George and Martha Washington

D. E. Larsen, DVM

The girls raced ahead of Sandy and me as we walked down the aisle at the Fort Collins K-Mart. They were headed to the pocket pets. We had just moved into an off-campus apartment, and we could have pets.

That was a big decision for a student family. We were only going to be here for another couple of years. What our living situation would be after school was anybody’s guess. But we had decided on a couple of guinea pigs. We were lucky. Had Dee been older, we would be picking out three.

“Brenda, you pick one, and then we’ll let Amy pick one,” Sandy said.

Brenda made her selection in a snap. “I want the fluffy yellow and white one,” She said, pointing to a young male in the bottom cage.

Amy was standing, jumping up and down and pointing a little tricolored female in the upper cage.

“Be patient. We need to find a clerk. We have to buy a cage and all that kind of stuff,” Sandy said as she entertained Dee in the shopping cart seat with her left hand.


I entered the apartment the next afternoon through the utility room door and discarded my clinic clothes.

The cage was set up on the dryer, and the two guinea pigs seemed well adjusted to each other and their surroundings. I could see that Amy and Brenda had been pushing carrot sticks into the kennel through the wires.

“What are we going to name these two?” I asked.

“I have been talking with the girls, and we have decided on George and Martha Washington,” Sandy said.

So George and Martha Washington became a part of the Larsen family. The girls enjoyed playing with them, especially when we would allow them out of the cage. A few times, I would have to retrieve one of them from under a bed, but that was the biggest issue with them.


Some months later, when the girls were having some floor time with George and Martha, I noticed that Martha was getting a little heavy.

“We might have to deal with a litter of guinea pigs before too long,” I said to Sandy when the girls were out of earshot.

“I guess that shouldn’t be a surprise. After all, we knew they were male and female when we got them.”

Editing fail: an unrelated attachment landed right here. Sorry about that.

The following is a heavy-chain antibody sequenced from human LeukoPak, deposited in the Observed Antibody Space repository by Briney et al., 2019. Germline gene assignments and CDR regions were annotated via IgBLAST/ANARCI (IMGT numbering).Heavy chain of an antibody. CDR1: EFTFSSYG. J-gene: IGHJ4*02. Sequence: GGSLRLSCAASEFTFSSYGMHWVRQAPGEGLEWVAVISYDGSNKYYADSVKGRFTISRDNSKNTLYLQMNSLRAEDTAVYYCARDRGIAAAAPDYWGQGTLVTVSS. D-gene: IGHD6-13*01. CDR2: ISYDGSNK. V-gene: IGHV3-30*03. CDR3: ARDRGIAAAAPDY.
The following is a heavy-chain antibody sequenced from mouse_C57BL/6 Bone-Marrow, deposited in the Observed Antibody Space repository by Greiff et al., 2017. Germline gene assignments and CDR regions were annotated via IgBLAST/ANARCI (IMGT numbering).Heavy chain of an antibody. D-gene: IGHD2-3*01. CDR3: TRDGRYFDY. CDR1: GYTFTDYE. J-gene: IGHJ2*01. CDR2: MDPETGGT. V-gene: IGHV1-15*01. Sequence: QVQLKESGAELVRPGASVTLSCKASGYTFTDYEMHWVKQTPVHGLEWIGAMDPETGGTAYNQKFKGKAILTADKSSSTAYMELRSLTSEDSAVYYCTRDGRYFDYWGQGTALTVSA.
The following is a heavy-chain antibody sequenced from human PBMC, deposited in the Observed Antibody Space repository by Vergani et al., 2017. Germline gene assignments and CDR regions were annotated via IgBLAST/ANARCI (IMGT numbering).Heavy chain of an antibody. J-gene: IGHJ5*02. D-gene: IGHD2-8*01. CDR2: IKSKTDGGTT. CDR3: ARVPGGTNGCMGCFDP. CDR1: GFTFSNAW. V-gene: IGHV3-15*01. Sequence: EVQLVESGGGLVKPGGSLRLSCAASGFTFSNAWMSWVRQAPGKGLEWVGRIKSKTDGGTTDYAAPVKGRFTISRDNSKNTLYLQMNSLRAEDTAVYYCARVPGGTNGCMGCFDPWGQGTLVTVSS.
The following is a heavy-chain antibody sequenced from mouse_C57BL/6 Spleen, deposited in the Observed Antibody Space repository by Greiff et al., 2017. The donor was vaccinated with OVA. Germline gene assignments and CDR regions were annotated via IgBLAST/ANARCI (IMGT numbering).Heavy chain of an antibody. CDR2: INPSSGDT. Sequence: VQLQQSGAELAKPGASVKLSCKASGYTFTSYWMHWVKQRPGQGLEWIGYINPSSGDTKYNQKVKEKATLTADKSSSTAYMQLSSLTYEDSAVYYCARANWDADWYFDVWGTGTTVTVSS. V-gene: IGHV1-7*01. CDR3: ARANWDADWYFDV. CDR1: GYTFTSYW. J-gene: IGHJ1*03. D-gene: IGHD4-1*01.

“Yes, but what are we going to do with six guinea pigs?” I asked.

“Do you think she will have four babies?” Sandy asked.

“I know nothing about guinea pig babies, but the cages at the store are pretty full all the time. That would suggest that they are pretty prolific.”

“Maybe you better do some reading in some of those expensive textbooks stacked in there on your study table,” Sandy said.


It was probably 2 weeks later when I parked my bicycle and stepped into the utility room. Both Amy and Brenda were there to greet me.

“Look what we have now,” Brenda said.

“We have Betsy Ross,” Amy squealed.

“Betsy Ross, who is Betsy Ross?” I asked. 

The girls pointed at the third guinea pig, running around the cage. Only a half a dozen hours old, she was fully functional and nearly half Martha’s size.

“Who came up with that name?” I asked.

“Mom thought it would fit nicely with George and Martha Washington,” Brenda said. “She made our flag.”

“Yes, I know Betsy Ross,” I said. “But I didn’t expect her to be half-grown at birth. I guess I have some reading to do.”

So, it turns out that guinea pigs have an average litter of four babies, but that number can vary between one and thirteen. A standard litter weight is typical. A litter might weigh four ounces. If there are four babies, each one will weigh one ounce. 

If there is one baby, as was the case with Betsy Ross, the baby will weigh four ounces. Also, as was the case with Betsy Ross. She was, indeed, half-grown when she arrived.

It turns out that we managed our guinea pigs correctly, even if it was by accident. Young females reach sexual maturity at two months of age, and they must be bred before they are six months of age.

After six months, their pelvic bones will fuse, and giving birth to a large baby, like Betsy Ross, will be impossible without a C-section.

The young Martha’s pelvic bones were able to disarticulate and allow a large single baby’s birthing. The babies nurse for several weeks but can survive without nursing after about 5 days. I never witnessed Betsy Ross nursing on Martha Washington. It could have happened at night. But I suspect that Betsy Ross was large enough to survive on her own from day one.

Three guinea pigs became a burden on the tight quarters of the utility room. With my school completion on the near horizon, we were forced to find new homes for our patriotic group. That was a difficult day for the girls but little did we know that Ralph would be waiting for us in our new home in Washington.

Photo by Scott Webb on Unsplash

Published by d.e.larsen.dvm

Country vet for over 40 years in Sweet Home Oregon. I graduated from Colorado State University in 1975. I practiced in Enumclaw Washington for a year and a half before moving to Sweet Home to start a practice.

3 thoughts on “George and Martha Washington

      1. Thanks for the reminder. Ralph the cat! He couldn’t have picked a better home. I am sorry he was lost to leukemia in the end. It must have been hard to put him down, but better you than someone the cat didn’t know.

        Liked by 2 people

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